Last year was a famously strong twelve months for the US dollar, with the greenback stampeding its way to the top of the majors’ table amid high inflation and aggressive monetary policy from the Fed. Between achieving historic parity with the euro, some of the highest government bond yields in recent memory, and record levels of demand from both institutions and private investors, 2022 was one of USD’s best years on record. But that all appears to have changed now.
The dollar has been sinking like a stone against the other majors, and, far from trading 1:1 with the euro, the fibre is now back at pre-pandemic levels of 0.91 at the time of writing (10/05/2023). So, what’s behind this sudden downturn? Employment figures are better than good, and Treasury note yields are still high. The reasons for the ongoing USD decline aren’t immediately clear. In this article, we’ll explore some of the key factors at play as we attempt to predict what the future might hold for the dollar.
All hawked out
The relationship between central bank policy and a given currency’s performance is well established, and the US dollar is no exception in this respect. The Federal Reserve has been aggressively tightening longer and harder than any of the other major regulators and has now been forced to bring its hiking cycle to a premature end following the failures of several major banks, including the high-profile collapses of Signature and SVB.
And while the Fed did raise its funds rate once again this week, it was only by 25 basis points, and, as is often the case, it wasn’t what the regulator said that moved the markets but rather what it chose to omit. The US regulator’s outlook was markedly more cautious than many of its peers’, and it opted to drop all guidance about future rate hikes entirely. The US Dollar Index closed 0.42% lower on the day of the decision (03/05) and has held on to those losses for the past week. Markets are clearly pricing in the now-clear scenario that the Fed will be forced to stop hiking at 5.25%, despite setting its target rate closer to 6% earlier in the cycle.
Anybody with money invested in the markets will be well aware of how devastating 2022 was for risk assets. There was a mass flight from risk, and, unsurprisingly, most of the capital flowed (at least temporarily) into US dollars. Along with gold and the Swiss franc, the greenback is the go-to risk-off asset, and last year’s fear and anxiety surrounding rampant inflation and general uncertainty quite predictably translated to dollar strength.
The big story of 2023 so far is the resurgence of risky instruments like crypto and stocks, so it’s unsurprising that we should now be seeing the dollar correct back to more reasonable levels, historically speaking. Bitcoin is currently up almost 70% YTD, while the S&P 500 is up almost 10% over the same period. Even high beta fiat currencies like the Aussie dollar have recorded modest gains following the latest FOMC meeting. For most traders and investors, the tentative reversal of the protracted bear market is an overwhelming positive, even if it does mean a short-term decline in the US dollar. Provided that a major devaluation can be avoided, a reasonable correction from late 2022 levels would probably be best for both the dollar and the US economy.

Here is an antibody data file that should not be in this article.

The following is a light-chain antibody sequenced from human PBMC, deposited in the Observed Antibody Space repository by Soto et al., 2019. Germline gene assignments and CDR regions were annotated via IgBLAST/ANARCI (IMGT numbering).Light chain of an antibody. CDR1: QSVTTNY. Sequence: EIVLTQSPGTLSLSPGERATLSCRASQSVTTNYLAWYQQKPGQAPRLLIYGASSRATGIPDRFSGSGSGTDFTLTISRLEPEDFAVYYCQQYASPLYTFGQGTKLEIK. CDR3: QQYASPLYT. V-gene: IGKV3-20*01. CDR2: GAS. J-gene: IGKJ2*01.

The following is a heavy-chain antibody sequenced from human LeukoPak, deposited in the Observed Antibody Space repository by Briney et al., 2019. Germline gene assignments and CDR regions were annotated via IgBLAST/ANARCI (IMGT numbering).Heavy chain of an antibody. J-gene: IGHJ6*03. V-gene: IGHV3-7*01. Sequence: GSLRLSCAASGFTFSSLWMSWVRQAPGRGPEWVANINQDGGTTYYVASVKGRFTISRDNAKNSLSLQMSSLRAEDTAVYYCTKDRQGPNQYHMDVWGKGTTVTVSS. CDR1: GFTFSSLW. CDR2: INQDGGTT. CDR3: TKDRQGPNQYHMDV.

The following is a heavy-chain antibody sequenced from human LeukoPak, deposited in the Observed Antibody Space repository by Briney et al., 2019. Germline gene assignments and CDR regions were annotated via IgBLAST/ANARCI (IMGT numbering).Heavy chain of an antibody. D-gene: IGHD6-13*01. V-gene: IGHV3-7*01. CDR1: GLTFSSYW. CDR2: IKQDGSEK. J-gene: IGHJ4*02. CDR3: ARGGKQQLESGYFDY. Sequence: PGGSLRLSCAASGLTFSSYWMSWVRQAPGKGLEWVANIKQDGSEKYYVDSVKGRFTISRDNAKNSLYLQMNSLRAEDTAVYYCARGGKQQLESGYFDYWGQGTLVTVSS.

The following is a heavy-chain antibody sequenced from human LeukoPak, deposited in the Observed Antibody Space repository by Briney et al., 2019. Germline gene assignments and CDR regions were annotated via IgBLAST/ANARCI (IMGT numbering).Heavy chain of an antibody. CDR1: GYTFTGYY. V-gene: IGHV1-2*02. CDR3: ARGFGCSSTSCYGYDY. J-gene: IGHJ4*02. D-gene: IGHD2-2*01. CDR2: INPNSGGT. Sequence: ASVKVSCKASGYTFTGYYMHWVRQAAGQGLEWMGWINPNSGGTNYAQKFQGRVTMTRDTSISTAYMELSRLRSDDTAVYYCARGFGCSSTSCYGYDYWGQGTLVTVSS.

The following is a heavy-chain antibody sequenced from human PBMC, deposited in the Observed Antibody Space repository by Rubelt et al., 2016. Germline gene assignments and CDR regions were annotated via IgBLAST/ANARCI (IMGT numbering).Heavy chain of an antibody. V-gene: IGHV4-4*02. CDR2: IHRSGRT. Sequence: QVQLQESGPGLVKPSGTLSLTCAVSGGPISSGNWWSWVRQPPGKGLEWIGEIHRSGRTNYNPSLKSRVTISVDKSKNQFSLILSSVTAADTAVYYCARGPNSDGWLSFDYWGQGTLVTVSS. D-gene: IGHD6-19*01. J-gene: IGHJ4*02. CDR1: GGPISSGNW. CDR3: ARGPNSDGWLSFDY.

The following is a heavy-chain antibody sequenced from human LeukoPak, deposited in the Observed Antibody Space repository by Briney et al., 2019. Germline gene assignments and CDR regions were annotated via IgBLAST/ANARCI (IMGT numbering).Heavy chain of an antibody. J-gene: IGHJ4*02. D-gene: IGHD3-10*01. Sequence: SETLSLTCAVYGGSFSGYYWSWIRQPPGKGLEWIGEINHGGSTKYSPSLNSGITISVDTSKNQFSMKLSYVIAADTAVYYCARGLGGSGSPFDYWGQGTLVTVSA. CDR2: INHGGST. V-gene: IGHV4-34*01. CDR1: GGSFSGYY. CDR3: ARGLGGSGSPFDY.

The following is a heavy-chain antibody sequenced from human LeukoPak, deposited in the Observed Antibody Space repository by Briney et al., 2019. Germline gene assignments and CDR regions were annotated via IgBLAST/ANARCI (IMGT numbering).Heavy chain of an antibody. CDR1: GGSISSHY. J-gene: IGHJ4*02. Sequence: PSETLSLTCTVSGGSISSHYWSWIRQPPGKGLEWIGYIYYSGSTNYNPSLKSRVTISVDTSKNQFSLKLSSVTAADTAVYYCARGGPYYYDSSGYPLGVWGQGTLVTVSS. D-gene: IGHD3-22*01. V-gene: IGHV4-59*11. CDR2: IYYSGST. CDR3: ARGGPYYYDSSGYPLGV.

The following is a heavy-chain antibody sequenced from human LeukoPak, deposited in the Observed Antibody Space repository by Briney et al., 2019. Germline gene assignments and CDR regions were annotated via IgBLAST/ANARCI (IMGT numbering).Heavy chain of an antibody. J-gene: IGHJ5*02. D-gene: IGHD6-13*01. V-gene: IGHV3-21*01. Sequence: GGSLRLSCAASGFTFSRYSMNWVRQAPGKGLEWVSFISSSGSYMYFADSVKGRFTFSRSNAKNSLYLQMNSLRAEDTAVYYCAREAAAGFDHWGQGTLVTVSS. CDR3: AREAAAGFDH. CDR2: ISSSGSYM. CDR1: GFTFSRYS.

Just try and stay positive
Given the wholesale doom and gloom being spread around of late, it’s important to note that the US economy is, in fact, looking extremely healthy right now. Unemployment is at a more than 50-year low of 3.4%, a level unseen since the Summer of Love in the late 1960s. Meanwhile, the latest non-farm payrolls indicated 253,000 new jobs were created in April. This absolutely obliterated all forecasts, the most optimistic of which hovered around just 165,000.
Looking at Treasury yields now, we are also seeing a very positive dynamic. The two-year government bond has risen back above 3.92% after visiting 3.56% last month, representing a strong sign of confidence in the US national currency. While both a strong labour market and high T-note yields are traditionally good for the dollar’s paper value, too, investors shouldn’t be perturbed by the USD’s failure to turn strong fundamentals into real-world gains. We would all do well to remember just how high the dollar rose in 2022 due to a combination of geopolitical uncertainty, hyperinflation and central bank policy divergence. A correction is not only perfectly understandable, it’s absolutely necessary to ensure the competitiveness of US exports and the stability of the monetary system at large.
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